Stanley Black & Decker has the tools that neighbors envy. As a top US toolmaker, it markets hand tools, mechanics' tools, power tools, pneumatic tools, and hydraulic tools. Since the merger, the company's tool shed is bulging with additional items, such as garden tools, plumbing products (Pfister), and cleaning items (Dustbuster), as well as security hardware (Kwikset) and door products. Besides the Stanley and Black & Decker names, it sells such brands as Bostitch, Mac Tools, and DEWALT. Stanley Black & Decker, the result of the merger of Stanley Works and rival Black & Decker in 2010, peddles its products through home centers and mass-merchant distributors, as well as through third-party distributors.
Beyond tools, Stanley Black & Decker has been busy diversifying into other areas, such as security and health care, to lessen its reliance on big-box retailers. To that end, the company in 2011 acquired InfoLogix, a provider of hardware, software, and services that gives hospitals and large companies access to mobile data. Following the $60 million purchase, InfoLogix became part of the company's Stanley Healthcare Solutions division. Later in the year, the company acquired Swedish electronic security and monitoring company Niscayah for about $984 million, as well as Microtec Enterprises, which does business as AlarmCap. Shelling out some $59 million, Stanley Black & Decker added this top security alarm service provider in Canada. (AlarmCap and Niscayah were integrated into the company's Security segment.) Strategically, buying InfoLogix and Niscayah, alone, generated a 25% increase in 2011 sales among the company's Security segment.
Complementing its existing Emhart Teknologies engineered fastening business and helping the company expand in emerging markets, Stanley Black & Decker inked a deal in mid-2012 to acquire Hong Kong's Infastech. The pending $850 million cash purchase will extend the company's reach in making and distributing engineered mechanical fasteners and in its Asia segment, which accounts for 7% of sales. Stanley Black & Decker is funding the acquisition by selling off its home and hardware improvement group to Spectrum Brands Holdings for $1.4 billion in cash. As part of the agreement, the company expects to exit its business focused on plumbing fixtures and residential locksets and builder's hardware marketed under the Kwikset, Weiser, Baldwin, Stanley, National, and Pfister brands, among others.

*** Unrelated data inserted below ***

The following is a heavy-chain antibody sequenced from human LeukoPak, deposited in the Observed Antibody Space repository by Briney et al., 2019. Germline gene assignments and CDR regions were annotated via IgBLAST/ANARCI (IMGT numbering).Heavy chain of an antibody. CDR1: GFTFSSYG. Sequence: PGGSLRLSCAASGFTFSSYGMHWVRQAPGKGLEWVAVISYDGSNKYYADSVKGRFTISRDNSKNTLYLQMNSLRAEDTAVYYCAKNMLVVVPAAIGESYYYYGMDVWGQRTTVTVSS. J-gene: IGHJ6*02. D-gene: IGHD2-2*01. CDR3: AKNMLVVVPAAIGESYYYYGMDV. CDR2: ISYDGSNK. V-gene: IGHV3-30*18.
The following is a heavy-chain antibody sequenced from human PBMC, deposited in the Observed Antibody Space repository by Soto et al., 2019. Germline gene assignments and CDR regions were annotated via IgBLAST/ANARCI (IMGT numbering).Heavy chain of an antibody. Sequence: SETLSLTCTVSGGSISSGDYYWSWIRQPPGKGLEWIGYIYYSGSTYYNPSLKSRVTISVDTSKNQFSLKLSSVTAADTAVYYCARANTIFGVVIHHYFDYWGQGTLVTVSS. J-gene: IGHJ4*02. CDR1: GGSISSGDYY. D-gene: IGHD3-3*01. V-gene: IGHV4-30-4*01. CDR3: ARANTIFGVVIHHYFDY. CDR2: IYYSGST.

To its benefit, sales were up 24% overall in 2011 vs. 2010. Stanley Black & Decker attributes the gains to the increase in organic sales volume from new product introductions, the impact of a full year of results from the merger and from 2011 acquisitions, and the favorable effects of foreign currency translation -- particularly in Europe and Asia.
Combining the Stanley Works and Black & Decker companies has been a successful venture. Stanley Works and Black & Decker merged their operations in an all-stock deal worth about $4.5 billion. The company is led by former Stanley Works CEO John Lundgren as its president and CEO alongside Nolan Archibald, former Black & Decker CEO, as executive chairman. As part of the deal, it's speculated that Archibald could leave the company in 2013 with an estimated $89 million pay package. Former Stanley investors own a narrow majority stake in the new business, with about a 51% holding; Black & Decker's shareholders own the remainder. Completing the transaction brought nearly three decades of merger considerations between the toolmakers to a close. With complementary product portfolios, the companies expect to save about $350 million annually as the combined Stanley Black & Decker entity.
Prior to the merger, Stanley Works had been facing sharp sales declines because of the severe financial crisis in the US and abroad. To keep its head above water, the company shed about 10% of its global workforce and shuttered a few manufacturing plants.